Continuing from my earlier post on the new roles of distribution, I want to look at another recently emerged role; The Impact Producer.
The role of an impact producer has been bubbling up in the documentary film community, with institutions such as BritDoc holding annual Impact Producers Labs to train professionals that can launch film marketing campaigns that have true impact.
But I want to take a step backwards and figure out where did the need for an impact producer came from and what do they actually do.
According to Britdoc, the media and cultural landscapes have shifted profoundly and more filmmakers have had the ambition to create impact with their work. The success of these filmmakers have subsequently created more broader interest in the roles that films can play in effecting social and environmental change.
As great films like Citizen Four, exposing the reality of mass surveillance, Chasing Ice, the capturing film about climate change and Miners Shot Down, revealing the truth about South Africa’s most devastating massacre since apartheid, are among the recent examples of films that have truly made an impact. Films like these and the ones before them have sparked more funds to be available in the US and Europe for films to reach and engage their audiences to create the impact.
Although great, Jennifer MacArthur argues in Bordeline Media’s industry blog, that the emphasis on this kind of funding has put pressure for filmmakers to create full-blown social change campaigns for their documentaries. As an answer to the demand, independent service providers, the impact producers, emerged to take the films off the hands of filmmaker and deliver the campaign work for them. Just like PMDs create distribution and marketing strategies for other, less impactful films so to say, impact producers work to create campaigns for films that aim in social or environmental change.
So what does Impact Producers do?
They help filmmakers to create impact campaigns to make real change, to catalyse and amplify social impact through creative use of media. Tasks include stakeholder analyses, market research, reviewing of all the sociological and behavioural studies on the subject matter, research into the history of the social movement(s) related to the subject matter, and a review of public opinion data, both historical and contemporary, on the subject matter. And all of this before actually designing the campaigns.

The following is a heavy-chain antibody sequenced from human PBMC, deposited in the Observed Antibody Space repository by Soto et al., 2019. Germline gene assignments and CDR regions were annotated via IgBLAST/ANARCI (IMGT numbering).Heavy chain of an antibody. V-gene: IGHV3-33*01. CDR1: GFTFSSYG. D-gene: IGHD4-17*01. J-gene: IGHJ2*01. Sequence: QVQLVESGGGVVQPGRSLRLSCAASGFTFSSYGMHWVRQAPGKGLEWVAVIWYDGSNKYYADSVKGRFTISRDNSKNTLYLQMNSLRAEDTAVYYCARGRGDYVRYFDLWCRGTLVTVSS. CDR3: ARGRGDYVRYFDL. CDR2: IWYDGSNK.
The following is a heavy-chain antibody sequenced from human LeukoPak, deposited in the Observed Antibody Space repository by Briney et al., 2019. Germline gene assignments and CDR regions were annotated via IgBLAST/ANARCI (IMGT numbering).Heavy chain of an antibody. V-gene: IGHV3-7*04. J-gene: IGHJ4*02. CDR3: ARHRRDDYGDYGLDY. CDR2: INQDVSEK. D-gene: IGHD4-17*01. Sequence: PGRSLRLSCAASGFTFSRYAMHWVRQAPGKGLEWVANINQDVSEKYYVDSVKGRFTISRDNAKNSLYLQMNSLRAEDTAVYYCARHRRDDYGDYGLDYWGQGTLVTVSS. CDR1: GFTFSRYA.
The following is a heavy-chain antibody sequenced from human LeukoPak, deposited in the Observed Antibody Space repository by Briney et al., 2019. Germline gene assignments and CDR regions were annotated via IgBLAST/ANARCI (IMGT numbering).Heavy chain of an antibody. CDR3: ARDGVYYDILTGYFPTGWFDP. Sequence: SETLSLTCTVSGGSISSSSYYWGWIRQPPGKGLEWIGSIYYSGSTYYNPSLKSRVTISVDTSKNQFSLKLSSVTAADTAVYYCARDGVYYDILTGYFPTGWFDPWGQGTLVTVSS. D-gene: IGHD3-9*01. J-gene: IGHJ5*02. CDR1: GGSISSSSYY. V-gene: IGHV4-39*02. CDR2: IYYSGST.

According to MacArthur:
‘It’s like taking a 15-week, masters level course in your final year of graduate school. And it must be done before you can define campaign goals, write grant proposals, recruit advisory board members or anything else.’
She says that the assumption is that this work should by definition be conducted by the filmmaker during production. She continues to explain that the creative process of documentary filmmaking is different from the creative process of strategic campaign design. The research and analysis at the production stage is and should be right for the narrative of the film but it is not often rigorous enough to mount a successful social change campaign.
So in a nutshell Impact producers take the subject of the film, and develop social change campaigns in the area of the subject, for example campaigning against death penalty in Asia that was the topic of the campaign around Give Up Tomorrow. Impact producers work in the field of the subject and not so specifically in the field of the distribution and marketing as PMDs do.
Ben Kempas, the PMD hired by Scottish Documentary Institute, agrees. He thinks that the difference is in the focus. Impact producers do valuable work in creating social change campaigns, but Kempas argues that the role would in other fields, such as advertisement, politics or non-profits, be simply called ‘campaign directors’. Jon Reiss, the originator of the PMD title, counter argues that as the word director is protected by Directors Guild of America, campaign director doesn’t really work for the sort of work that impact producers do.
In the TUGG #ScreenBig skype panel about the difference of the two professions, Jon Reiss, continues to say that as opposed to the PMD, Impact Producers really, essentially work to drive for the impact, with more legislation and campaigning involved.
"Things you would not normally do for a buddy comedy for example"
Therefore he argues that the work can be essentially the same, but PMDs working on a larger scale.
To conclude there seems to be a true evolvement going on in the documentary field with new practices emerging and new professional responding to the new demands. Some overlap definitely exists between PMDs and Impact Producers, but essentially we need both. Because furthermore, it needs to be underlined that filmmakers are not often equipped to the evolving world of distribution not to mention social impact campaigning. If filmmakers go down the route of self distribution, then help is needed as it seems to be a full jungle out there, getting our films seen.